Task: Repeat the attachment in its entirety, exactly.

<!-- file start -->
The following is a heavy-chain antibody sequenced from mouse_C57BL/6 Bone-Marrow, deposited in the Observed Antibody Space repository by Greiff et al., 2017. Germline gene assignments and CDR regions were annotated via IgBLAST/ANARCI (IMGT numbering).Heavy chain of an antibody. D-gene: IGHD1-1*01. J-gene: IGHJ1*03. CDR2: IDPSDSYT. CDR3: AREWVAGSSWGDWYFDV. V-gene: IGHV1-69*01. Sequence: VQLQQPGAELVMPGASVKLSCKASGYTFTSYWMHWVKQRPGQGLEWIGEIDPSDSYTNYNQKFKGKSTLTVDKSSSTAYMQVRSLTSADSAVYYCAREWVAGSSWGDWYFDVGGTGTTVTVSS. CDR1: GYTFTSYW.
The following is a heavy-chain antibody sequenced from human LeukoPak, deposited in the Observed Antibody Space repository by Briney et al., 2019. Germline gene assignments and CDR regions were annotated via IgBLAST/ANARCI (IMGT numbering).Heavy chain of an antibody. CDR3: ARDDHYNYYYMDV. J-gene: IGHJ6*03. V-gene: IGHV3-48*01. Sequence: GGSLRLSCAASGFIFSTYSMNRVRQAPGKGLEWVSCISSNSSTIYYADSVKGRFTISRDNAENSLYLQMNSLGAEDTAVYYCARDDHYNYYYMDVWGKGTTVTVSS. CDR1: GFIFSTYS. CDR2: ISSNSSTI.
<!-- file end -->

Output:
The following is a heavy-chain antibody sequenced from mouse_C57BL/6 Bone-Marrow, deposited in the Observed Antibody Space repository by Greiff et al., 2017. Germline gene assignments and CDR regions were annotated via IgBLAST/ANARCI (IMGT numbering).Heavy chain of an antibody. D-gene: IGHD1-1*01. J-gene: IGHJ1*03. CDR2: IDPSDSYT. CDR3: AREWVAGSSWGDWYFDV. V-gene: IGHV1-69*01. Sequence: VQLQQPGAELVMPGASVKLSCKASGYTFTSYWMHWVKQRPGQGLEWIGEIDPSDSYTNYNQKFKGKSTLTVDKSSSTAYMQVRSLTSADSAVYYCAREWVAGSSWGDWYFDVGGTGTTVTVSS. CDR1: GYTFTSYW.
The following is a heavy-chain antibody sequenced from human LeukoPak, deposited in the Observed Antibody Space repository by Briney et al., 2019. Germline gene assignments and CDR regions were annotated via IgBLAST/ANARCI (IMGT numbering).Heavy chain of an antibody. CDR3: ARDDHYNYYYMDV. J-gene: IGHJ6*03. V-gene: IGHV3-48*01. Sequence: GGSLRLSCAASGFIFSTYSMNRVRQAPGKGLEWVSCISSNSSTIYYADSVKGRFTISRDNAENSLYLQMNSLGAEDTAVYYCARDDHYNYYYMDVWGKGTTVTVSS. CDR1: GFIFSTYS. CDR2: ISSNSSTI.